Rallying To The Cause

The number of protestors who were present in Leazes Park on Saturday morning, looked Time4Changequite impressive to me. Whilst only a fraction of the 48 000 Newcastle United fans who attended the match against Liverpool an hour or so later, it did perhaps show some of the strength of feeling against the Ashley regime. Protest marches and rallies rarely attract more than a fraction of the people who actually support a cause. That said, it is often claimed, with some justification, that football fans are very fickle and the encouraging performance and plucky draw with Liverpool, might have persuaded some fans that Ashley is doing a good job. However the point of the protest seemed to be that a much longer-term view should be taken and a good result here and there, whilst always very welcome, will not persuade me that the real potential of the club is being realised at present.


There was of course another rally in the North East last week, in the beautiful cathedral city of Durham. Members of the two main teaching unions, the NUT and the NAS/UWT turned out in force to march through the city centre to the Durham University Students’ Union, where the building was so full that many had to stand outside and listen to the speeches in the pleasant Autumn sunshine. So why were the teachers so angry as to be on strike in the first place and be willing to lose a day’s pay?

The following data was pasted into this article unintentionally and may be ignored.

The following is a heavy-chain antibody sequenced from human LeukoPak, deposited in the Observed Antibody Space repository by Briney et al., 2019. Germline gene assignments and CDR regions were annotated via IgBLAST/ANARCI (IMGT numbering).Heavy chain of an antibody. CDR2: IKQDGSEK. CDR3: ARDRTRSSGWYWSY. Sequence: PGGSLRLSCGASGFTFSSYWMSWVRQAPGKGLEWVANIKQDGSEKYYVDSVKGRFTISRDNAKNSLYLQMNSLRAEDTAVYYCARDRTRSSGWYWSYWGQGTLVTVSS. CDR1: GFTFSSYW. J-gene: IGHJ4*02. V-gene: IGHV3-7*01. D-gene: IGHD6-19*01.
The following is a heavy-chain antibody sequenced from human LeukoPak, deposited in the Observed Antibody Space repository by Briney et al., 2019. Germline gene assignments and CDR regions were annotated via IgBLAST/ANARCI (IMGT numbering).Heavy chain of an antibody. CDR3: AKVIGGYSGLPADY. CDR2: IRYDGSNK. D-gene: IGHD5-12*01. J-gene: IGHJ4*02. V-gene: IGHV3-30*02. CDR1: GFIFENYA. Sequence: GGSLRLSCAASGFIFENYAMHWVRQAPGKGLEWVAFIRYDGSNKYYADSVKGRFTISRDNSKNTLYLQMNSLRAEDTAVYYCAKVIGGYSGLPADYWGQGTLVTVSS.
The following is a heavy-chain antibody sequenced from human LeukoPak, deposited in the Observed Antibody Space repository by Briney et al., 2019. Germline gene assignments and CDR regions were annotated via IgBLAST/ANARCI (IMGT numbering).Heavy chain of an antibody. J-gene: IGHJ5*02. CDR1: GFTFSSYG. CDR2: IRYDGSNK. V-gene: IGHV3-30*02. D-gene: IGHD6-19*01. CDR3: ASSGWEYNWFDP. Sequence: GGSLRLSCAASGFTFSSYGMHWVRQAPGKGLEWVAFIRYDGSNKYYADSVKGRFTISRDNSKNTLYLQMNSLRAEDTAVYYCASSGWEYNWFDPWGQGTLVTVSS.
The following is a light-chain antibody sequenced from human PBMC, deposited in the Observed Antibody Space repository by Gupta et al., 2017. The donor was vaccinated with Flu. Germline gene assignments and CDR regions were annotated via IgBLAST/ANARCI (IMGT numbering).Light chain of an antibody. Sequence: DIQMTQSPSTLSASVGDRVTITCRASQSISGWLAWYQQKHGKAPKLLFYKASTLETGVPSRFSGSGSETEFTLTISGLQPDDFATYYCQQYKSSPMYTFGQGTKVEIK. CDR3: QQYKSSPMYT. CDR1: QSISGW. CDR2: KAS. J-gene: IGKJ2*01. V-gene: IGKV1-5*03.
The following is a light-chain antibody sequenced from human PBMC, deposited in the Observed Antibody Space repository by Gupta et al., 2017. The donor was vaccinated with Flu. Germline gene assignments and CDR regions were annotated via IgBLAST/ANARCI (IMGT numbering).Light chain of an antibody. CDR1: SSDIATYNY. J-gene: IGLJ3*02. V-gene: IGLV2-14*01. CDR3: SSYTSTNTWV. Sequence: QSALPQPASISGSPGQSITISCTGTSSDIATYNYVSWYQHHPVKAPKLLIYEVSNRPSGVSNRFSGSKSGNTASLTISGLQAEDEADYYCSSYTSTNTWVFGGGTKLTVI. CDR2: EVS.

In some respects, I am reminded of James Dean in the film Rebel Without a Cause, when Dean is asked, “what are you rebelling against?”, he replies, “what have you got?”  There are so many things wrong with government education policy, it is indeed difficult to know where to start. However, one thing needs to be made clear; teachers are far from rebels without a cause, so in an attempt to summarise some of the reasons why they are so angry, here goes….


As with many cases of industrial action, some of the anger is concerned with pay. What is particularly annoying teachers is the move to so-called ‘performance-related pay’. I have written it this way with good reason. At first sight performance-related pay seems like a good idea.  Why not reward high-performing teachers? But who will decide who is a high-performing teacher? It will be at the discretion of those who could easily manipulate it to their own ends. It will serve to further restict healthy debate within schools as to how they can best be run to best serve the pupils who are taught there.


Perhaps even more seriously it may turn teachers against each other. Education is not a business. It is a public service. Pupils are best served when there is cooperation between teachers within individual schools and indeed between groups of schools. It is when ideas and resources are pooled and shared that the best teaching can take place; not when teachers are pitted against each other and persuaded to elbow each other out of the way.